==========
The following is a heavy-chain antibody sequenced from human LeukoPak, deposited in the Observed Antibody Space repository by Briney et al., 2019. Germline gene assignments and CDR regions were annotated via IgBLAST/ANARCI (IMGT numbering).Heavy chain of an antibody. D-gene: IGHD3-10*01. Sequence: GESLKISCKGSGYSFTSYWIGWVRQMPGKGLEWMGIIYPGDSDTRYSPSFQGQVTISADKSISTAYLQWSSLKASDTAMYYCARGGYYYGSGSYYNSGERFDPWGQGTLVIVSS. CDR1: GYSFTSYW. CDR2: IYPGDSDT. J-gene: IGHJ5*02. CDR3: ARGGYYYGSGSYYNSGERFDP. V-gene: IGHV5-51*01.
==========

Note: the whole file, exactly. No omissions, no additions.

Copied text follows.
The following is a heavy-chain antibody sequenced from human LeukoPak, deposited in the Observed Antibody Space repository by Briney et al., 2019. Germline gene assignments and CDR regions were annotated via IgBLAST/ANARCI (IMGT numbering).Heavy chain of an antibody. D-gene: IGHD3-10*01. Sequence: GESLKISCKGSGYSFTSYWIGWVRQMPGKGLEWMGIIYPGDSDTRYSPSFQGQVTISADKSISTAYLQWSSLKASDTAMYYCARGGYYYGSGSYYNSGERFDPWGQGTLVIVSS. CDR1: GYSFTSYW. CDR2: IYPGDSDT. J-gene: IGHJ5*02. CDR3: ARGGYYYGSGSYYNSGERFDP. V-gene: IGHV5-51*01.